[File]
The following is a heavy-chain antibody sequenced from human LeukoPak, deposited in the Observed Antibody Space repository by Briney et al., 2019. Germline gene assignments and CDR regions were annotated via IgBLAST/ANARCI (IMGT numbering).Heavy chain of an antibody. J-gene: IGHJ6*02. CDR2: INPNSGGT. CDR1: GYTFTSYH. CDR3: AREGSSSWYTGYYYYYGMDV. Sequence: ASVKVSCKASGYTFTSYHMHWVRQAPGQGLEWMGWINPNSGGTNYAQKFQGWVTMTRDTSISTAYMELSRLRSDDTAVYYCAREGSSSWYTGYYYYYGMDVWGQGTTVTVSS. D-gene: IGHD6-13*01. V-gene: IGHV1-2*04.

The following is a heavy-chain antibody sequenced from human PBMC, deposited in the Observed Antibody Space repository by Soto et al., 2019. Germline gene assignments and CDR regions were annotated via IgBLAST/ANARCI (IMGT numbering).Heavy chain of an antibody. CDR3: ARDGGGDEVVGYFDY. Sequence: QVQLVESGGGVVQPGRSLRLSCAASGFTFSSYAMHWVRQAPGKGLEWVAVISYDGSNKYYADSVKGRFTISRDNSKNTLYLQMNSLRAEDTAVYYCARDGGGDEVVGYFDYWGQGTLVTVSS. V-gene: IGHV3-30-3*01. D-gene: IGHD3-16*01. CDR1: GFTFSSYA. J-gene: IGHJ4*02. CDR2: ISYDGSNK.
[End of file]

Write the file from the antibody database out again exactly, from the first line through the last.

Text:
The following is a heavy-chain antibody sequenced from human LeukoPak, deposited in the Observed Antibody Space repository by Briney et al., 2019. Germline gene assignments and CDR regions were annotated via IgBLAST/ANARCI (IMGT numbering).Heavy chain of an antibody. J-gene: IGHJ6*02. CDR2: INPNSGGT. CDR1: GYTFTSYH. CDR3: AREGSSSWYTGYYYYYGMDV. Sequence: ASVKVSCKASGYTFTSYHMHWVRQAPGQGLEWMGWINPNSGGTNYAQKFQGWVTMTRDTSISTAYMELSRLRSDDTAVYYCAREGSSSWYTGYYYYYGMDVWGQGTTVTVSS. D-gene: IGHD6-13*01. V-gene: IGHV1-2*04.

The following is a heavy-chain antibody sequenced from human PBMC, deposited in the Observed Antibody Space repository by Soto et al., 2019. Germline gene assignments and CDR regions were annotated via IgBLAST/ANARCI (IMGT numbering).Heavy chain of an antibody. CDR3: ARDGGGDEVVGYFDY. Sequence: QVQLVESGGGVVQPGRSLRLSCAASGFTFSSYAMHWVRQAPGKGLEWVAVISYDGSNKYYADSVKGRFTISRDNSKNTLYLQMNSLRAEDTAVYYCARDGGGDEVVGYFDYWGQGTLVTVSS. V-gene: IGHV3-30-3*01. D-gene: IGHD3-16*01. CDR1: GFTFSSYA. J-gene: IGHJ4*02. CDR2: ISYDGSNK.